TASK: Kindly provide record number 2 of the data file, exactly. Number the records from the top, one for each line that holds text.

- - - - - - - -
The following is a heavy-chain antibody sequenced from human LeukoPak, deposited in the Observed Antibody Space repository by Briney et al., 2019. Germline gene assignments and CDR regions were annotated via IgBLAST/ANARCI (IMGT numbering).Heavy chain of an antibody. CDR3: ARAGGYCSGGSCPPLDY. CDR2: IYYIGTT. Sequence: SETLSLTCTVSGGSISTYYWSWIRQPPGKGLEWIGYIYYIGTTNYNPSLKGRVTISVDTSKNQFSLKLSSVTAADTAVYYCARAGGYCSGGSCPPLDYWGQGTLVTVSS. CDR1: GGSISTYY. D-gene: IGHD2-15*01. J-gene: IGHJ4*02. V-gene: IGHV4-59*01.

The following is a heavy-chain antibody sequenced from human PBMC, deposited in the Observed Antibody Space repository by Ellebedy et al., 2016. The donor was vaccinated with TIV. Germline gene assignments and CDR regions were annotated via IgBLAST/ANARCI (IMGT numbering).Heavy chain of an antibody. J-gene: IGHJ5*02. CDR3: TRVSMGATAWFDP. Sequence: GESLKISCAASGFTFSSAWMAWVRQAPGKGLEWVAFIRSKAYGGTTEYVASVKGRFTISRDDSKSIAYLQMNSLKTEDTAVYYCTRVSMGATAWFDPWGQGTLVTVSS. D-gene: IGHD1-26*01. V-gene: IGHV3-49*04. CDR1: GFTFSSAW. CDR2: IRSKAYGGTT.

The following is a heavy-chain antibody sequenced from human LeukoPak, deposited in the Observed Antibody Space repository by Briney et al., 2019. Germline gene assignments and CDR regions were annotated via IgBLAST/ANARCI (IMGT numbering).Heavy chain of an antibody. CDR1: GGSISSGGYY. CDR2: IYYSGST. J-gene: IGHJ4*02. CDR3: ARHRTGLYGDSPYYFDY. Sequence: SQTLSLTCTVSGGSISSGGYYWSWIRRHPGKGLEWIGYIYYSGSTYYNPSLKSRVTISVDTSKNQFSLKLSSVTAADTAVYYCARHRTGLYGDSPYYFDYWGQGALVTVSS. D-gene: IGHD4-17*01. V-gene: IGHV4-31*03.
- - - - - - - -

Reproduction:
The following is a heavy-chain antibody sequenced from human PBMC, deposited in the Observed Antibody Space repository by Ellebedy et al., 2016. The donor was vaccinated with TIV. Germline gene assignments and CDR regions were annotated via IgBLAST/ANARCI (IMGT numbering).Heavy chain of an antibody. J-gene: IGHJ5*02. CDR3: TRVSMGATAWFDP. Sequence: GESLKISCAASGFTFSSAWMAWVRQAPGKGLEWVAFIRSKAYGGTTEYVASVKGRFTISRDDSKSIAYLQMNSLKTEDTAVYYCTRVSMGATAWFDPWGQGTLVTVSS. D-gene: IGHD1-26*01. V-gene: IGHV3-49*04. CDR1: GFTFSSAW. CDR2: IRSKAYGGTT.